Reports suggest Mr Javid, who had been on course to keep his job after being summoned to Number 10, resigned after being asked to sack all his special advisers.
The Chancellor had a turbulent relationship with Mr Cummings, who has sought to exert total control over government special advisers, over decisions around spending as well as his management of Whitehall aides.
It comes with less than a month until the Budget. He will be replaced by Rishi Sunak, with 10 and 11 Downing Street set to share a team of special advisers in a major shakeup at the heart of government. Mr Sunak, the first Hindu in cabinet, has only been an MP since 2015.
Last year saw a furious row between 10 and 11 Downing Street after Mr Cummings sacked Sonia Khan, Mr Javid's media adviser, over her contact with individuals close to the former Chancellor Philip Hammond. The Chancellor had not been informed about the sacking, which saw Ms Khan escorted from Downing Street by police.
Shadow Chancellor John McDonnell said: “This must be a historical record with the government in crisis after just over two months in power. Dominic Cummings has clearly won the battle to take absolute control of the Treasury and install his stooge as Chancellor.”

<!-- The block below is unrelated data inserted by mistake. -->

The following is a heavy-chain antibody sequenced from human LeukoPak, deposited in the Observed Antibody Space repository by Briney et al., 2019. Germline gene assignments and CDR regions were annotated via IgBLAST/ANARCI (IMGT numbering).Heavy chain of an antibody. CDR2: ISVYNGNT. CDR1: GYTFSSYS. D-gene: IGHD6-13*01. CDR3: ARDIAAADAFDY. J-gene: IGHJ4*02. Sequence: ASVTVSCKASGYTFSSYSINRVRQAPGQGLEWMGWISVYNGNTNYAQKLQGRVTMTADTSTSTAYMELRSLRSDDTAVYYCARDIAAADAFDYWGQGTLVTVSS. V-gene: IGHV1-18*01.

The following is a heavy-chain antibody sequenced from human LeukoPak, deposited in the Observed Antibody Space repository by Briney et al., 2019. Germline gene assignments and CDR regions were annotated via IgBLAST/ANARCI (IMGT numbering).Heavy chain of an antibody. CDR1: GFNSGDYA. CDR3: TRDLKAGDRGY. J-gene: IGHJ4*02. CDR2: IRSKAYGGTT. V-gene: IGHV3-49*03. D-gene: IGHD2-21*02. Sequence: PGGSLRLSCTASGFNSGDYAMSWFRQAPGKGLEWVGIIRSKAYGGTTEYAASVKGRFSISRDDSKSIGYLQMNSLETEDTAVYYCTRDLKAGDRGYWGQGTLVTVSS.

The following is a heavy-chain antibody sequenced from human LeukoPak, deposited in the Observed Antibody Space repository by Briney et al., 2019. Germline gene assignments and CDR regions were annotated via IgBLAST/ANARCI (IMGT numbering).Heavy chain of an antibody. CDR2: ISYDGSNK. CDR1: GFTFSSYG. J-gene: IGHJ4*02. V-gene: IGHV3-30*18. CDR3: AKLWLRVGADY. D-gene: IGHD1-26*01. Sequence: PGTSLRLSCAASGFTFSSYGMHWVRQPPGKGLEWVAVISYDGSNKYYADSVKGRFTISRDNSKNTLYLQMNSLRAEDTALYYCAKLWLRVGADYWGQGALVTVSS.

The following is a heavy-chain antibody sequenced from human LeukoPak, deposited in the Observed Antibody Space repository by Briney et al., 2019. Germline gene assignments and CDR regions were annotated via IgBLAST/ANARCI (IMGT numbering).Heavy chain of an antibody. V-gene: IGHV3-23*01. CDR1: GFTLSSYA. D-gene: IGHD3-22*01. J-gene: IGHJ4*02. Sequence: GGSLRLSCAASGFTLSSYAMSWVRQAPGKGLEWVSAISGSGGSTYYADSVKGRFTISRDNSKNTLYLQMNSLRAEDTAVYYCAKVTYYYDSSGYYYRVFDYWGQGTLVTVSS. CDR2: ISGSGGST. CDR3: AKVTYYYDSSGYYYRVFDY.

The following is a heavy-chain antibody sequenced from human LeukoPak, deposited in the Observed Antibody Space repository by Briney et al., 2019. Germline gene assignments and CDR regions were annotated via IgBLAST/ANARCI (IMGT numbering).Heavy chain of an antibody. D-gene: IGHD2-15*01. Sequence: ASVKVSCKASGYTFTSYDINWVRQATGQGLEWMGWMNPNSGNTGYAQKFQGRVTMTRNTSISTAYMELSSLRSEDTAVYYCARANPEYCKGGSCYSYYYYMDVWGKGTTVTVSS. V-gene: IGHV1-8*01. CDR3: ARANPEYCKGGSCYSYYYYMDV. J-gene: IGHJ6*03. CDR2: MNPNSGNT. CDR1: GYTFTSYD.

SNP Westminster leader Ian Blackford claimed Mr Johnson had "lost control".
"Rather than prioritising the interests of people across the country, he is embroiled in an ego battle between his de-facto deputy Dominic Cummings and his former Cabinet ministers," Mr Blackford said.
The other great offices of state have remained the same, with Dominic Raab returning as Foreign Secretary and Priti Patel continuing as Home Secretary. Michael Gove also retains his post as Chancellor of the Duchy of Lancaster and Minister for the Cabinet Office.
Alok Sharma has been appointed as Business Secretary, and will also be the lead minister for the COP26 climate conference in Glasgow later this year.